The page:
Predicting seismic damage on concrete gravity dams: a review

ARICI Y., Soysal B. F.

Structure and Infrastructure Engineering, 2022 (SCI-Expanded) identifier identifier

  • Publication Type: Article / Article
  • Publication Date: 2022
  • Doi Number: 10.1080/15732479.2022.2141270
  • Journal Name: Structure and Infrastructure Engineering
  • Journal Indexes: Science Citation Index Expanded (SCI-EXPANDED), Scopus, Academic Search Premier, Aerospace Database, Communication Abstracts, Compendex, INSPEC, Metadex, Civil Engineering Abstracts
  • Keywords: Damage, damage assessment, dams, dam safety, earthquake engineering, finite element method, nonlinear analysis, performance characteristics, seismic analysis, PERFECTLY MATCHED LAYERS, FINITE-ELEMENT METHODS, STRONG-MOTION DURATION, EARTHQUAKE ANALYSIS, CRACK-PROPAGATION, FRACTURE-ANALYSIS, NONLINEAR-ANALYSIS, DYNAMIC-RESPONSE, FAILURE ANALYSIS, WATER-PRESSURE
  • Middle East Technical University Affiliated: Yes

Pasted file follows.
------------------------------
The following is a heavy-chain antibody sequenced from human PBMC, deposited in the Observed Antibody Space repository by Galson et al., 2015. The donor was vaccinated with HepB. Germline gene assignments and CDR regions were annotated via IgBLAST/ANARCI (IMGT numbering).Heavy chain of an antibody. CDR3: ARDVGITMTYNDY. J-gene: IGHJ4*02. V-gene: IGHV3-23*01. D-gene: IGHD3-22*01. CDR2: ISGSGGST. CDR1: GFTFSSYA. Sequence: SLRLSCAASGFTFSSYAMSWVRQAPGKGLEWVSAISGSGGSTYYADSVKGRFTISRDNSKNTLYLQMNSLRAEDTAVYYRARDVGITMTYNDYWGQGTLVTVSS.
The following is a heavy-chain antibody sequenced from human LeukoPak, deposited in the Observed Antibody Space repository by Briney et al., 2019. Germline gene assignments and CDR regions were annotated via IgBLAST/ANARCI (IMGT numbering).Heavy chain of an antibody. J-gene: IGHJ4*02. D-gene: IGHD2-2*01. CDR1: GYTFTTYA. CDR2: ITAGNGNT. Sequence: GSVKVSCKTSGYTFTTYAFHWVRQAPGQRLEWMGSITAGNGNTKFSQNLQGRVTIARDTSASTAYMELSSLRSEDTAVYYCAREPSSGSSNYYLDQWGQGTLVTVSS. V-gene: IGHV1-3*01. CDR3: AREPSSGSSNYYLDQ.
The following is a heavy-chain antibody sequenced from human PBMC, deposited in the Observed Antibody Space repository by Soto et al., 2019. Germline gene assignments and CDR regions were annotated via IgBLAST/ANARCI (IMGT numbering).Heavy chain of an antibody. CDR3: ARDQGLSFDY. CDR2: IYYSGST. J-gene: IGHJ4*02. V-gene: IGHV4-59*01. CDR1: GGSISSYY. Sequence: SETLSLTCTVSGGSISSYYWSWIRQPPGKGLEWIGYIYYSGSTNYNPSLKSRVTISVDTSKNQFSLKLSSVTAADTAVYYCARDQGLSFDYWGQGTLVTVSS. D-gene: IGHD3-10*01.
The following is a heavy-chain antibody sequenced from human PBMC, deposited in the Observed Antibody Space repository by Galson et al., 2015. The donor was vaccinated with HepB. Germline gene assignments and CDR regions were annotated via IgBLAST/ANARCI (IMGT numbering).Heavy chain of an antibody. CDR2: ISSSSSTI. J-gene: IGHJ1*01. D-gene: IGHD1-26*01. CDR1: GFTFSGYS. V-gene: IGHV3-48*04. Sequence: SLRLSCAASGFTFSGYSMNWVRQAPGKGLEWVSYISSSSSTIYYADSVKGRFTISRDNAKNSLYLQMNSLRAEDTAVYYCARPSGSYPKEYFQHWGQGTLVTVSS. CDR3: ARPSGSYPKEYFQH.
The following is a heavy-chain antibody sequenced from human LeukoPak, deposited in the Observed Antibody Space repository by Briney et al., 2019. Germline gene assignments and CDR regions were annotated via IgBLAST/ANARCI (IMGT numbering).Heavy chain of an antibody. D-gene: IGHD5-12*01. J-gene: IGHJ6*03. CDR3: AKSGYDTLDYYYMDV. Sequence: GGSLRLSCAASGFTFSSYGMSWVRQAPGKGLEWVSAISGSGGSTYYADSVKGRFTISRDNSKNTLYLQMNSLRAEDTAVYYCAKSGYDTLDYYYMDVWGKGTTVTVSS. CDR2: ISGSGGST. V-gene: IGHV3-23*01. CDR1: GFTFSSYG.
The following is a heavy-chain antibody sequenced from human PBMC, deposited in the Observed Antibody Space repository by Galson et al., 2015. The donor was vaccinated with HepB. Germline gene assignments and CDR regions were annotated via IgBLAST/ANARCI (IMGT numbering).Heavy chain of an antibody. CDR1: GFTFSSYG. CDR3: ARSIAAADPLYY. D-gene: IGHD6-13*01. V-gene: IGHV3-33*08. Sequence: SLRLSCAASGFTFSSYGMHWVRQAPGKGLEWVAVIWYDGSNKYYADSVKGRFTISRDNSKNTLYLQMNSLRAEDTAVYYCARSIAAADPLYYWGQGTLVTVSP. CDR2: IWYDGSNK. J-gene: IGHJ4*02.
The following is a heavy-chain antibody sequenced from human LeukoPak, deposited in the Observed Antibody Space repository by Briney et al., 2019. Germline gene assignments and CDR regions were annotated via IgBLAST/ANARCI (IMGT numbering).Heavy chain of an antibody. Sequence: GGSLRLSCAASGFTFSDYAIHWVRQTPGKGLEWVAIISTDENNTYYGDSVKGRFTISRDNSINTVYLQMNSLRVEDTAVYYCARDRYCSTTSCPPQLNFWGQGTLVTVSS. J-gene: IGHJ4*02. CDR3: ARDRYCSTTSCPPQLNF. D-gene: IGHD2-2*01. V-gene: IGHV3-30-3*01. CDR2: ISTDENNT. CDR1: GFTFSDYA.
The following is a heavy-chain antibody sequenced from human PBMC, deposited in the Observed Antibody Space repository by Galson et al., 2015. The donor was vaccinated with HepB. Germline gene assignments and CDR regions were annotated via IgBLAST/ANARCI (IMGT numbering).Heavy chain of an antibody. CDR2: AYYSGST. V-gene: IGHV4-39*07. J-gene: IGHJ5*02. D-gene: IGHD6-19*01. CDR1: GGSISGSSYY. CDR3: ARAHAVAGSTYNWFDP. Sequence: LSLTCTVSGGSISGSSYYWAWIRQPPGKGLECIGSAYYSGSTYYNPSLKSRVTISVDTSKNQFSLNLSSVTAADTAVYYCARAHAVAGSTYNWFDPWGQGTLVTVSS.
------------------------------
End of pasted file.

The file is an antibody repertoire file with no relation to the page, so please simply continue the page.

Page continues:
© 2022 Informa UK Limited, trading as Taylor & Francis Group.The seismic assessment of concrete gravity dams is a problem of prediction of cracking and the corresponding consequences. With the widespread use of general-purpose finite element programs, the work in the field has shifted towards quantifying the behaviour in a framework for assessment. The nonlinear analysis and coupling with foundation–reservoir interaction, conversely, is still a challenging task. The modelling approach has significant effects on the analysis results and the assessment framework. The field remains an active area for research with many outstanding issues regarding damage quantification and assessment compared to any other major infrastructure component. A comprehensive overview of the seismic assessment of gravity dams is presented in this work with the goal to outline the issues in the field. Different models and modelling choices are compared in the context of damaged state assessment of gravity dams. The links between practical difficulties and theoretical issues are critically discussed. The aleatoric and epistemic uncertainties in the field, and their sources, are presented. Areas of future work are identified for improvement in seismic assessment as well as reducing and quantifying the uncertainties in the prediction of damaged states for concrete gravity dams.